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Solving quadratics by completing the square: no solution

Sal solves the equation 4x^2+40x+280=0 by completing the square, only to find there's no solution for this equation. Created by Sal Khan and Monterey Institute for Technology and Education.

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  • piceratops ultimate style avatar for user John McLemore
    At Sal factors out a 4 to simplify the equation, which I understand. I also understand that, in the end, this equation doesn't have any real roots because we can't take the square of a negative. However, wouldn't the final answer be -45 = 4(x+5)^2 instead of -45 = (x+5)^2. The 4 that he factored out seems to have disappeared into the ether. Am I missing something?
    (7 votes)
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    • hopper cool style avatar for user Chuck Towle
      Rather that "factor out the 4", Sal divided both sides of the equation by 4. On the left was a zero, and 0/4 = 0, so yes, the 4 did look like it evaporated into thin air.
      But if he had just factored the 4, the answer would be
      -180 = 4(x+5)². And we could still then divide both sides by 4 and the answer would be -45 = (x+5)²

      0=4x² + 40x +280 Let's just factor out the 4
      0=4(x² + 10x + 70) And and and subtract the 25 inside the parenthesis.
      0=4(x² + 10x + 25 - 25 + 70) Now convert the perfect square
      0=4((x+5)² -25+70) subtract the 25 from 70
      0=4((x+5)² + 45) Distribute the 4
      0=4(x+5)² + 4*45 and multiply 4*45
      0=4(x+5)² + 180 Now subtract 180 from each side
      -180 = 4(x+5)² And now you could divide each side by 4
      -45 = (x+5)²

      So, as you see the 4 didn't just disappear. It is that when one side was 0, when both sides were divided by 4 it just looked like it was factored out and disappeared.

      I hope that makes it click for you.
      (19 votes)
  • mr pants teal style avatar for user doghunter914
    Does the square root always have to equal zero
    (8 votes)
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  • leafers seed style avatar for user gatogreensleeves
    What would the complex roots be?
    (6 votes)
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  • leaf red style avatar for user Massimo
    why can't you use x = -b + or - sqrt b squared - 4ac/2a for this?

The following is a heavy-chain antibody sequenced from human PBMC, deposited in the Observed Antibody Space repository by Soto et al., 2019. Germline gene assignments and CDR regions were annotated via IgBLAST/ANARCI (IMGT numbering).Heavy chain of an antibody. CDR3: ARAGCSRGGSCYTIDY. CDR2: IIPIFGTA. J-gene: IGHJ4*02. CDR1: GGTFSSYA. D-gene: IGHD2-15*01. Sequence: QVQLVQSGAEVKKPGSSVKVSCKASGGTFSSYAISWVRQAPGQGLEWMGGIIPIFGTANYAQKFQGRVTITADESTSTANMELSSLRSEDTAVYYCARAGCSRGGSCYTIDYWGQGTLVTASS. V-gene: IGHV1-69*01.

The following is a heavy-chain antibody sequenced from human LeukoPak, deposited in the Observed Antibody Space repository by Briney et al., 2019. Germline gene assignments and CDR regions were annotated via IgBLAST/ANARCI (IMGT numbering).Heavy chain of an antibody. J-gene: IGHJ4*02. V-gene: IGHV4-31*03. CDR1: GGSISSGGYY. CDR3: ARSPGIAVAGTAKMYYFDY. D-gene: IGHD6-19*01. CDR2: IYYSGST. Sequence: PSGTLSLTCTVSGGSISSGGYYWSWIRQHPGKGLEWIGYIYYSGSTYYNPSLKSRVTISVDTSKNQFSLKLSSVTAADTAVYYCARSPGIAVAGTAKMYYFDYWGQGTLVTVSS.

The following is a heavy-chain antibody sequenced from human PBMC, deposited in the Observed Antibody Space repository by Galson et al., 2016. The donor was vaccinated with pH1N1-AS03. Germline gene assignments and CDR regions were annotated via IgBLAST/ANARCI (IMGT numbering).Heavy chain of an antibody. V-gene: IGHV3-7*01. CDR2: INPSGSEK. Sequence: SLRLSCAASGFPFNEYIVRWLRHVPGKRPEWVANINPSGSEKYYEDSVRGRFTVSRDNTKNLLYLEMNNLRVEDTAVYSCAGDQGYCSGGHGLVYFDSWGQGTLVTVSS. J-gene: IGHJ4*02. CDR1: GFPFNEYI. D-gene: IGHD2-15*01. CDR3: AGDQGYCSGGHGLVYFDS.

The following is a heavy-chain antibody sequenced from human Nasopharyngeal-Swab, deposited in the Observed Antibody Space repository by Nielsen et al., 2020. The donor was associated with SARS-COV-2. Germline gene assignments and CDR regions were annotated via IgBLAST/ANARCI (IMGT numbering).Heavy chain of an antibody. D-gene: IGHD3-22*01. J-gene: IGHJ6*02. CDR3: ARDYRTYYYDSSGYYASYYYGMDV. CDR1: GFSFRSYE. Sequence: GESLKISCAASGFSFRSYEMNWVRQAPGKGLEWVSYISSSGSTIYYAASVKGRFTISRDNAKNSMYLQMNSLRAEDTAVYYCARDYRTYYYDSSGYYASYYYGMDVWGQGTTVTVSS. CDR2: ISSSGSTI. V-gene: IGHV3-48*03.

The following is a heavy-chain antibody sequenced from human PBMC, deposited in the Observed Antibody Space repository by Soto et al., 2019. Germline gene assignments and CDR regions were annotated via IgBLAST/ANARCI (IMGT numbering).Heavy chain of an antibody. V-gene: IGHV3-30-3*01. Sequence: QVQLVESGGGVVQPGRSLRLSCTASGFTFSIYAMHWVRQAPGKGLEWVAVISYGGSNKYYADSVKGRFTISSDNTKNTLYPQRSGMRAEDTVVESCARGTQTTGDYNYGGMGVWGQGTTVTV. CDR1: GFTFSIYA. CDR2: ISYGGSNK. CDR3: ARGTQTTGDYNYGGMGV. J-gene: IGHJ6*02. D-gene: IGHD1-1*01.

(4 votes)
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    • male robot hal style avatar for user Ben Willetts
      You certainly can use that formula (which is called the quadratic formula). However, Sal is trying to explain HOW to find the solutions of the equation so that people will understand how equations are manipulated. Simply plugging numbers into a formula certainly works, but it doesn't help with understanding and it makes quite a boring video.
      (11 votes)
  • purple pi purple style avatar for user Pulkit Goel
    At , Sal said we can add a billion and subtract a billion without changing the equation. I agree completely with that.
    But can we add infinite and subtract infinite without changing the equation?
    (1 vote)
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  • leaf yellow style avatar for user Mohd. Nomaan
    at what is a complex number?
    (4 votes)
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    • leaf green style avatar for user MrSmall
      Complex numbers are a new class of numbers that support roots of negative numbers.
      They are written in the form a + bi where i is sqroot(-1). Note that complex numbers include the real numbers; you could think of a real number as being a complex number where b=0.
      In the UK they are introduced at A-level, and used extensively in engineering degree calculations. At GCSE it is sufficient to state that there are no real roots. If you were to sketch the graph, it would never intersect the x-axis (i.e. there is no real value of x such that y=0).
      (3 votes)
  • male robot hal style avatar for user Sintclair
    When talking about the complex roots would you need a 3 dimensional graph to plot the roots? With x, y and i axes? Or is this not possible? If not why not?
    (0 votes)
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    • piceratops ultimate style avatar for user Magistra H
      Generally complex numbers are graphed on a slightly modified coordinate plane with real numbers represented by what we usually think of as the x-axis and imaginary numbers represented by what is usually thought of as the y-axis. For example, the number 3 + 4i on the complex plane would be in the same place as the point (3, 4) on the x-y plane.

      That said, I don't see why what you propose wouldn't be a reasonable representation. It'd certainly be interesting to see how the graphs look with both real and complex roots showing!
      (9 votes)
  • blobby green style avatar for user rishuv
    My professor said to find the vertex of the parabola y=x^2-4x+6. When you complete the square you end up getting an answer that has no solution as Sal showed above. But then why is the vertex (2,2)?

    Thank You!
    (2 votes)
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    • piceratops ultimate style avatar for user Daria
      The vertex is different than the solution. The vertex is the maximum/minimum point of the line, and the solution(s) is where the line crosses the x-axis. The vertex can be found using this equation: x=(-b)/2a. This will get you the x value of the vertex. Plug that into your original equation to find y, and you have the coordinates of the vertex. :)
      (3 votes)
  • old spice man green style avatar for user Aaron
    Do we follow BODMAS in reverse for algebraic manipulation? I don't see why he couldn't have taken the square root of both sides before moving 45 to the left. He'd have had: -sqrt(45) = (x + 5).
    (2 votes)
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    • primosaur seedling style avatar for user Thaao Hanshew